There are a lot of cliches in retirement planning. And a lot of them are cliches for a good reason – they’re good advice. But not always, and more than a few of them are right for the wrong reasons.
One of those cliches is that with investing you need to focus on the long term to reduce the risks from investing. It is absolutely true that investing is a long-term activity, but is that second part true? Do stocks (and other types of investments) get safer the longer you hold onto them?
What Does Long Term Even Mean?
Before we start looking at whether stocks are safer in the long run, it’s worth pausing to ask what does “long run” even mean? Because it’s never really addressed – it’s just sort of not the short run. Which, yes, is true. But it isn’t all that useful.
Part of the problem is the fundamentally (nearly) random and chaotic nature of the financial markets. The whole purpose of focusing on the long run is to get past all of the noise in the markets. If you simply wait long enough, all of the short-term volatility will cancel itself out, and you’ll just be left with the underlying expected return, right?
This is one of those things that is both true and false at the same exact time. The financial markets are absolutely full of short-term noise that essentially means nothing and should be ignored. But that’s not quite the full story.
As an example of this, the S&P 500 Index has gone up by about 520 points year to date (January 1, 2023 to October 17, 2023). But going by the daily closing prices, it bounced around by about 5,496 points. The sum of the daily movements has been a little more than 10.5 times the actual movement over that same time. To put this in perspective, this is the equivalent of driving from my hometown of Portland, Maine to Washington, DC, where Retirement Researcher is based (a drive of 539 miles), by way of Las Vegas with a stopover to see the Grand Canyon (5,385 miles in total1). And this is over the course of less than a year.
But even year to year returns are still pretty noisy. You still need to string together a number of years to minimize the truly random noise that is constantly present in market returns. Just like with diversification there is no bright line where you stop being undiversified and start being diversified, there is no specific point where short term turns into long
What’s Left After the Noise
However, the comparison of time horizon to investment diversification extends even further (in fact, about the idea that investing gets safer the longer you do it is often referred to as Time Diversification). Once we get rid of the random portion of the return, we are still left with the underlying risk characteristics.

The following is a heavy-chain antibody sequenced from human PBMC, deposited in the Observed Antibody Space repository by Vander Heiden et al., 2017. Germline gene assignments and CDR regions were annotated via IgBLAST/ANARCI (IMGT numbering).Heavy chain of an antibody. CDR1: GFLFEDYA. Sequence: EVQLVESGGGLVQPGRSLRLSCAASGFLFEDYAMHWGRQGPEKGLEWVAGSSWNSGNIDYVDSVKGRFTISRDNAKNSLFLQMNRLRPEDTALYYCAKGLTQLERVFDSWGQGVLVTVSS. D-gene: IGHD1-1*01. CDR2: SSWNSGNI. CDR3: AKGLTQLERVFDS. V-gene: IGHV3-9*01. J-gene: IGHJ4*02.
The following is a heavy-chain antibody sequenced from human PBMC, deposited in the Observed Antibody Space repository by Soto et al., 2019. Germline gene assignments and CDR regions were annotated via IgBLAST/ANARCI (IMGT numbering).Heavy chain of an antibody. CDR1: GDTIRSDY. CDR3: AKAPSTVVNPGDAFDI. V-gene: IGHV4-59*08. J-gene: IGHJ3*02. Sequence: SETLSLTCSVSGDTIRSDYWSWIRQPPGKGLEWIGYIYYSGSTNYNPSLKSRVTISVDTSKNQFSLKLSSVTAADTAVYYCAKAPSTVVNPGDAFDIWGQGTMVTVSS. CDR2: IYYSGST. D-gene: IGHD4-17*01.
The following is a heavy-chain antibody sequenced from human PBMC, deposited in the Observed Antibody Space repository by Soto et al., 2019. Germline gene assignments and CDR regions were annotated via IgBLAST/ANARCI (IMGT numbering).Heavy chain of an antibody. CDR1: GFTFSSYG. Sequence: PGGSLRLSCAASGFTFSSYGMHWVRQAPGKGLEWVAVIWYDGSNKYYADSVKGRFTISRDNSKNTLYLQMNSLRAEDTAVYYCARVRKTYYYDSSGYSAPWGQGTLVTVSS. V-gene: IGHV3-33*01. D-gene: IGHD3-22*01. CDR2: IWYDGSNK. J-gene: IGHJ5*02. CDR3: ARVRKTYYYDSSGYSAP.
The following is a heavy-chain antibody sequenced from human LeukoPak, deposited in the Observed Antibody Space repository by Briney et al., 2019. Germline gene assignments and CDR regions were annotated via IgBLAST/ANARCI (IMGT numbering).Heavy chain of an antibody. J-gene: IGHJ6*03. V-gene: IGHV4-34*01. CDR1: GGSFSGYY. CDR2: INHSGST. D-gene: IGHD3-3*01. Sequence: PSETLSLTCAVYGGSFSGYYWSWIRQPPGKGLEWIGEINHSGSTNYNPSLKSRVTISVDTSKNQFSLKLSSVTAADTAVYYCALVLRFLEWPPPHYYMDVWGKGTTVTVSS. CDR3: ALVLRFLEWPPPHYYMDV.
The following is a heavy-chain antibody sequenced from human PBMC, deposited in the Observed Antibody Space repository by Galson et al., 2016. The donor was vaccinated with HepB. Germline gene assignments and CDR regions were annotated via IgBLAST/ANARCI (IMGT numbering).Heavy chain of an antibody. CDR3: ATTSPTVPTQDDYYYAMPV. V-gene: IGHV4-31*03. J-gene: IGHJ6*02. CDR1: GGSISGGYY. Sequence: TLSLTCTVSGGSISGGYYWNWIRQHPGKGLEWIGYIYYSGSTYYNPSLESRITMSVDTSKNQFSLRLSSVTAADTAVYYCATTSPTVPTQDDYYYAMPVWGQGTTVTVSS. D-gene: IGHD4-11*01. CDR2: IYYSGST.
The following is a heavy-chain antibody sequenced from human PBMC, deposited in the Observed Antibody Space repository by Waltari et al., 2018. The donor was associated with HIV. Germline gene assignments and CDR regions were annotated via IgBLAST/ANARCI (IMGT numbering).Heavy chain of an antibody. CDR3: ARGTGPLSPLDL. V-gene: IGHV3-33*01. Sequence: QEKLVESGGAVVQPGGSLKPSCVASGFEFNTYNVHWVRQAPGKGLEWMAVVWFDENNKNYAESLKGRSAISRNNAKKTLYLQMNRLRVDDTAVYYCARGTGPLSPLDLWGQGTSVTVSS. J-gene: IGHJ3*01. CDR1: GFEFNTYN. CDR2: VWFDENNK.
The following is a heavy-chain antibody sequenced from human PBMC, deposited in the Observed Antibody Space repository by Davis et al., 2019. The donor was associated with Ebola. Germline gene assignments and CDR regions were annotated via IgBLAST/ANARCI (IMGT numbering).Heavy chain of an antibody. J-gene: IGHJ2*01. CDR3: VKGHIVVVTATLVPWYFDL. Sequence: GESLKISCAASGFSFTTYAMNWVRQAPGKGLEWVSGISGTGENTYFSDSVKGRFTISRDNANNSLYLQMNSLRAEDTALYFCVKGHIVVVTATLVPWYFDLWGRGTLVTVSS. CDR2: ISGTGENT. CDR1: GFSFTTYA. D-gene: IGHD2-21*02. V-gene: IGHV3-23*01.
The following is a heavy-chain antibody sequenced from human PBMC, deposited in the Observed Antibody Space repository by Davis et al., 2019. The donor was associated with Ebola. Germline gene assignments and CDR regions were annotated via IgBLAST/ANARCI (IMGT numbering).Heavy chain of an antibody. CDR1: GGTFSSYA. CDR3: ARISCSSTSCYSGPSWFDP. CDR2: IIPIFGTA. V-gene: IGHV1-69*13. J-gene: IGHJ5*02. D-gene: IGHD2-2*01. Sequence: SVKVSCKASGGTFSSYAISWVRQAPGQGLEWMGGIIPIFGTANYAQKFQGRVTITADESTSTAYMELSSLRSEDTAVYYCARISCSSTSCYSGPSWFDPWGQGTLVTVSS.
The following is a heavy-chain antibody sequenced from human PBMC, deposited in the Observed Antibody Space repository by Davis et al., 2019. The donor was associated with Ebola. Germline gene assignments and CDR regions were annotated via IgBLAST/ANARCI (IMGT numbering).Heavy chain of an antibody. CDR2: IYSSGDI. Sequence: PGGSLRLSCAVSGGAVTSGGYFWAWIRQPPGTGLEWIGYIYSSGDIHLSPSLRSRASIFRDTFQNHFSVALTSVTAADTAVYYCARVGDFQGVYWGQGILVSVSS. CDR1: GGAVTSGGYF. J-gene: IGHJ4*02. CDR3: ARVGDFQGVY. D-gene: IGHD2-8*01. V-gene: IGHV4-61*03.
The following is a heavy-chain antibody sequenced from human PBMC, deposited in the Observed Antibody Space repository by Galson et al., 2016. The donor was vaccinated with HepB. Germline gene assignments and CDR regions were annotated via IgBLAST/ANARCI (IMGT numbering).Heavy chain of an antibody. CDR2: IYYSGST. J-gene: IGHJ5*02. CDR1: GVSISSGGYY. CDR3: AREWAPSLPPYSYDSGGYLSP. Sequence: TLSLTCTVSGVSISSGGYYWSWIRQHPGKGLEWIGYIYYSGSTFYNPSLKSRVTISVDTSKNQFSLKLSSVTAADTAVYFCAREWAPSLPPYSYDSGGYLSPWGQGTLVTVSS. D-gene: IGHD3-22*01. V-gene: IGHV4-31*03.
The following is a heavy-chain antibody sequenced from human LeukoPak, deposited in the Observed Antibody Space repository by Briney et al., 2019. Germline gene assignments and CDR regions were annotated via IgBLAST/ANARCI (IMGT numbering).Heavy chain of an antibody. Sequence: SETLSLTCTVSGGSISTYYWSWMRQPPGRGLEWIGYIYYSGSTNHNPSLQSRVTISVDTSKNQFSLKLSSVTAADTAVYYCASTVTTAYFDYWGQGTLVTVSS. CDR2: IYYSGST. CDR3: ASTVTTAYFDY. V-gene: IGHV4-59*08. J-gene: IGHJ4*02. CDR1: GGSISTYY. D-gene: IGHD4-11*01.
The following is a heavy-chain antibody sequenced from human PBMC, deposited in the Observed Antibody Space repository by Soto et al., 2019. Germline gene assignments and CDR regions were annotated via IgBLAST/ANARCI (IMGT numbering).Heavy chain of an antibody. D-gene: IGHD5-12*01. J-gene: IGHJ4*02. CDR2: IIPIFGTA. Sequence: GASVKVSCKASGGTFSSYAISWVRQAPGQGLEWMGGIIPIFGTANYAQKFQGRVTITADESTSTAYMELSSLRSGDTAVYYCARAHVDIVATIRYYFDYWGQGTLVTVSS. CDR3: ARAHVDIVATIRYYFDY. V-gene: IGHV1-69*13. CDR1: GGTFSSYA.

Investing in the financial markets is an inherently risky activity. And not on that, this risk is exactly why we invest in the financial markets. The whole point of investing is to capture higher expected returns, which do not exist without the corresponding risk. And this risk is not the simple random noise that goes away by simply waiting it out. The risk is fundamental to the investment.
We can see this clearly when we think about buying a single stock. When you buy shares in IDEXX (one of the few publicly traded companies in Maine) you’re making a bet on that company. There is a fundamental risk as to how that company will do in the future. And that risk will never go away. You can hold those shares for 50 years and that risk will still be there. The returns we are looking for from our investment is effectively compensation for holding onto this risk.
We can get risk of a lot of the random noise by simply waiting until it cancels itself out, but we still have the risk inherent to the investment. No matter what you do, investing is risky. And we should be happy about that.
Looking at the (Simulated) Outcomes
Let’s set aside the theory for a minute though. Let’s say that time diversification does actually work and that we can cancel out the year-to-year risk. What does that actually do to our retirement plans?
One of the fundamental truths of investing is that we invest to be able to spend in the future. We put our money at risk so that we can consume more than we saved. We care about our total return – the amount that we can withdraw from our investment accounts. Well, let’s look at that.
By using a simulation technique called Monte Carlo Analysis we can run a whole bunch of simulations and see how often certain things happen. Essentially, we randomize one (or more) key variables across different simulations and see how things play out. In this case, we’ll run a thousand simulations, and we’ll just vary investment returns in each year of the different simulations.
So, what are the results?